Nephew's run in memory of aunt who died on Limerick street


Anne Sheridan


Anne Sheridan

Nephew's run in memory of aunt who died on Limerick street

Tyreke Curtin completed the 10k run in 57 minutes with Edwina Butler, and pictured presenting the cheque to Chris O’Connor of Novas

A NEPHEW of Louise Casey, who died on the streets of Limerick last year, ran the Barringtons’ Hospital Great Limerick Run in her memory and to raise vital funds for a homeless charity.

Tyreke Curtin took part in the eighth annual run through Limerick in aid of Novas, which oversees the running of McGarry House on Alphonsus Street, where his aunt had frequently stayed before her tragic death.

Ms Casey, 31, a mother of four, died in the basement of an abandoned building on Catherine Street on November 8 last year.

At the time had been homeless and sleeping rough in the city. Two of her children had earlier died of health complications.

“I wanted to keep the memory of my aunt alive and contribute in some way to the homeless situation in Limerick,” Tyreke said.

He completed the 10k run in 57 minutes on Sunday, April 30, with friend Edwina Butler.

In so doing, he raised €250 euros for Novas’ Street Outreach service, which his beloved aunt had availed of.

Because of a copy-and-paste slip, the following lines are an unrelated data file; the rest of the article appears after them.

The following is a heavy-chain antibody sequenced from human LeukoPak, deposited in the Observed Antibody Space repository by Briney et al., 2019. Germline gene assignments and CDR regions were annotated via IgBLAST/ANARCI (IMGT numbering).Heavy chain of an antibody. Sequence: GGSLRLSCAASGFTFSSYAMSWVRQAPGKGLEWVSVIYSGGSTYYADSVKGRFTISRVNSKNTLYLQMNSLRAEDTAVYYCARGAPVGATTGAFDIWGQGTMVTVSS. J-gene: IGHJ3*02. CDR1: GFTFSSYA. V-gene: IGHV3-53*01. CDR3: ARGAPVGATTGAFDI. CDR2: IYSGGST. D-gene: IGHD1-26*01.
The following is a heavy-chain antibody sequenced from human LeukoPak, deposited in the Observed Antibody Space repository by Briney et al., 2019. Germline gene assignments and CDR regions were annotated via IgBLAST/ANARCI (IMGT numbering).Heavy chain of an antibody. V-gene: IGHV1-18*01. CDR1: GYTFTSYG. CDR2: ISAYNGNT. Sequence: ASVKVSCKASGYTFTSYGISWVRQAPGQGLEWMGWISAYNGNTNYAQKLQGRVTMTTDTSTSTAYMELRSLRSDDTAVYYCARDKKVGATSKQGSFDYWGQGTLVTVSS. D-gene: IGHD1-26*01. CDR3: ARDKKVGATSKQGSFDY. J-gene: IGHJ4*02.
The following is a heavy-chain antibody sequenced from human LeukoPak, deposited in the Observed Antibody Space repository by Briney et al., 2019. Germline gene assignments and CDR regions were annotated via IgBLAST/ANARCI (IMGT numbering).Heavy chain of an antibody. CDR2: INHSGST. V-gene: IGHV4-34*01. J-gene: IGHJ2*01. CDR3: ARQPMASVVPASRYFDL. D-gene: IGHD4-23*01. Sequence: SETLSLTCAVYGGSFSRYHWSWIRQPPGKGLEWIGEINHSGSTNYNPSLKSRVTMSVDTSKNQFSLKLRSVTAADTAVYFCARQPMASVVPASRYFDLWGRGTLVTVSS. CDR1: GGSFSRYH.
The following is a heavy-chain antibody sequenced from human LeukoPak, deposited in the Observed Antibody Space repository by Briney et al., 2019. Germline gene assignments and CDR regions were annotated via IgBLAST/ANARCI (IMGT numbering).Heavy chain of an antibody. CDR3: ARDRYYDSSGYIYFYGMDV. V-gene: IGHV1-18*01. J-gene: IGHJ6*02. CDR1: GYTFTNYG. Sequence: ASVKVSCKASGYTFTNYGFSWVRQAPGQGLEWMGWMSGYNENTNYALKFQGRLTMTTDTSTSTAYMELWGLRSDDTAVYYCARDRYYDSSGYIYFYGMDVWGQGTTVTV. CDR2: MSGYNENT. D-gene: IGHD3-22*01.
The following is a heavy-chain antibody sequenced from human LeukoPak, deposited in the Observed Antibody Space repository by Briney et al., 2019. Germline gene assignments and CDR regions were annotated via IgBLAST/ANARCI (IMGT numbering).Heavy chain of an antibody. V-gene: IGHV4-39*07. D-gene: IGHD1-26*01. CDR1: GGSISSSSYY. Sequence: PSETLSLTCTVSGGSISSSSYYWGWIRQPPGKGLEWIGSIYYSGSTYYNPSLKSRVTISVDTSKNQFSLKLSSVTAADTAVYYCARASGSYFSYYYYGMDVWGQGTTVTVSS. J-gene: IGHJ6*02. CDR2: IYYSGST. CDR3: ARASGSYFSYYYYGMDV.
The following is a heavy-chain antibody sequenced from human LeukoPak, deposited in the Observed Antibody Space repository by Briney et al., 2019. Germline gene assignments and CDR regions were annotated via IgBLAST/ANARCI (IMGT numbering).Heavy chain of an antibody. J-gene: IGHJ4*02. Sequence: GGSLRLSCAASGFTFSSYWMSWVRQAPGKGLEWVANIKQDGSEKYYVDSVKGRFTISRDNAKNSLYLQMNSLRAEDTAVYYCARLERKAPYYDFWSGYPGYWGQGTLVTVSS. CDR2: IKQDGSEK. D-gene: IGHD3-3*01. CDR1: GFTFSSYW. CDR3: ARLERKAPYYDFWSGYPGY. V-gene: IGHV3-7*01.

The street outreach service is entirely unfunded and Tyreke’s contribution will keep it in operation for a full week, supporting more than 100 people on the margins of society, Novas said.

Chris O’Connor, who manages that service, said that Novas was “extremely grateful to Tyreke for such a generous donation to the service and for his efforts to highlight the ongoing issue of homelessness in the city. We were all deeply saddened by Louise’s death and this is a lovely tribute to her.”

Ms Casey’s family were left devastated by her passing.

“We can’t believe that she died outdoors, while we were all cosy in our beds. Can you imagine how she felt? I can’t. She did die sad,” said her sister Louise.

It is understood that Louise had sought a bed in McGarry House on Alphonsus Street the night she died, but the centre was full, with a waiting list of up to 15 people. 

To compound the family’s sense of tragedy another sister lives on Mallow Street, just a stone’s throw from where she was found. She had stayed with her for a time, but largely had been in and out of McGarry House.